Climate change induced effects or maldevelopment: small islands and conflicting attribution of root causes

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C. Gabriel David, Arne Hennig, Beate M. W. Ratter , Volker Roeber , ‎ Zahid, Torsten Schlurmann


Adapting to sea level rise, climate change, and associated effects is especially challenging in sensitive small-island environments where false adaptation can lead to adverse impacts on natural and societal dynamics. Framing and interest play a decisive role for the successful implementation of any adaptation measures. An interdisciplinary perspective on the interaction of natural dynamics, societal demands, and political decisions is crucial. This study scrutinizes the coastal processes and socio-political dimensions of erosion on the reef island Fuvahmulah, the Maldives. The national government and Fuvahmulah's population have opposed perception and attribution about the cause and effect of the retreating shoreline. To review these perceptions and determine the drivers and processes behind Fuvahmulah's most pressing coastal issue, natural dynamics are recreated with process-based numerical methods and discussed regarding the present and projected sea levels and wave climate. The numerical results are based on high resolution digital elevation models from airborne imagery and in-situ bathymetric measurements. Interviews with national and local actors in coastal development and population surveys complement the physical insights into erosion on the island and scrutinize the socio-political dimension of climate change adaptation on small islands. The results of the interdisciplinary approach demonstrate how small-islands' adaptive capacities are typically impaired in dealing with climate-related changes, they reveal the structural challenges of top-down processes, and disclose the potential of local knowledge to overcome maldevelopment.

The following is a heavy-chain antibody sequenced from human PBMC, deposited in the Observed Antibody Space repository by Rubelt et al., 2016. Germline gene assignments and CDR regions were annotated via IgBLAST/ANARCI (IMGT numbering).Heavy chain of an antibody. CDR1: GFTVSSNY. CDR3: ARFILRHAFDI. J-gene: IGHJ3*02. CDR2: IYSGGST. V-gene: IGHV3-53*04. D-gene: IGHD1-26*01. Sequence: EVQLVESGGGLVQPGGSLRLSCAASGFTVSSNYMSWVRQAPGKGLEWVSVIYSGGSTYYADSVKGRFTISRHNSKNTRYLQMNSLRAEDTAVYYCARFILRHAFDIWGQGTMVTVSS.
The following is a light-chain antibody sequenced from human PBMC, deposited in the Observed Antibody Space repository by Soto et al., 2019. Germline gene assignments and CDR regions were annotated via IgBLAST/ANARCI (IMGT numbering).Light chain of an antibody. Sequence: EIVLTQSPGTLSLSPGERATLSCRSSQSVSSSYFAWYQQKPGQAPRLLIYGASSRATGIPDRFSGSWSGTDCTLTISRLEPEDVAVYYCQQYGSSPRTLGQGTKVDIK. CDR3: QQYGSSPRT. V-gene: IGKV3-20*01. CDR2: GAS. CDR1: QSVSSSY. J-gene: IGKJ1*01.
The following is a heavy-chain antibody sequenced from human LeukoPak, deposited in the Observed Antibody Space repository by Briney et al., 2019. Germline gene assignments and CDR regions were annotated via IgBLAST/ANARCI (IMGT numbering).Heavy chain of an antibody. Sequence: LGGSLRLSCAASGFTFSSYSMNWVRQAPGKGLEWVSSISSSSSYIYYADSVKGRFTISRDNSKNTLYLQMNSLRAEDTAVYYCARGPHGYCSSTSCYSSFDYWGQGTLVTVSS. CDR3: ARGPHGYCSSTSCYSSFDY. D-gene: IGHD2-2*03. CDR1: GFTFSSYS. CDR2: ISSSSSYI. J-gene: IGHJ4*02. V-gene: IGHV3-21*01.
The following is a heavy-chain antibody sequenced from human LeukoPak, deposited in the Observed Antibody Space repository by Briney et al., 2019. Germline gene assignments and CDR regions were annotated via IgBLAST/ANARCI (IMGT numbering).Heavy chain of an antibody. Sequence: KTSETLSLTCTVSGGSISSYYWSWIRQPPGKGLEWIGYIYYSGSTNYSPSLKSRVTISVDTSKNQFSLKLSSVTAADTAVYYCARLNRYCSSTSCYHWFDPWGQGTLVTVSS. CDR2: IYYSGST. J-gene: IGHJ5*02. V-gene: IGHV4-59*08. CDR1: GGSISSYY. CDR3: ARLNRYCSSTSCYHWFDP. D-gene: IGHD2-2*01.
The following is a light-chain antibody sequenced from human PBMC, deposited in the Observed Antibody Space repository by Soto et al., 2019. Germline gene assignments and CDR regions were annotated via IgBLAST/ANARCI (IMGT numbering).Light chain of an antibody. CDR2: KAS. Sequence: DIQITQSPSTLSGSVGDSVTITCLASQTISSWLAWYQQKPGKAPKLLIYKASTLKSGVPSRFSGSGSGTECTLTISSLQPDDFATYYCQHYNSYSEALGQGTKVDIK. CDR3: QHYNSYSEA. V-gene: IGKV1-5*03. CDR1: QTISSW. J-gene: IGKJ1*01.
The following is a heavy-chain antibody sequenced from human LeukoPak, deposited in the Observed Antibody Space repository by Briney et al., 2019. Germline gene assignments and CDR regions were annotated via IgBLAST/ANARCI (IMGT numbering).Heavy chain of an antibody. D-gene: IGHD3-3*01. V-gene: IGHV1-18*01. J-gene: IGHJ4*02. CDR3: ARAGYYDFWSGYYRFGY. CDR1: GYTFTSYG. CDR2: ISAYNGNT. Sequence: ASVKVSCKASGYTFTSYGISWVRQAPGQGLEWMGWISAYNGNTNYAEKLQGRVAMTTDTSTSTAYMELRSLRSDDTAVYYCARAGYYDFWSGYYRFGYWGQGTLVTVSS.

Engineering, Social and Behavioral Sciences


climate change, maldevelopment, low-lying islands, small islands


Published: 2020-12-21 13:44


CC BY Attribution 4.0 International

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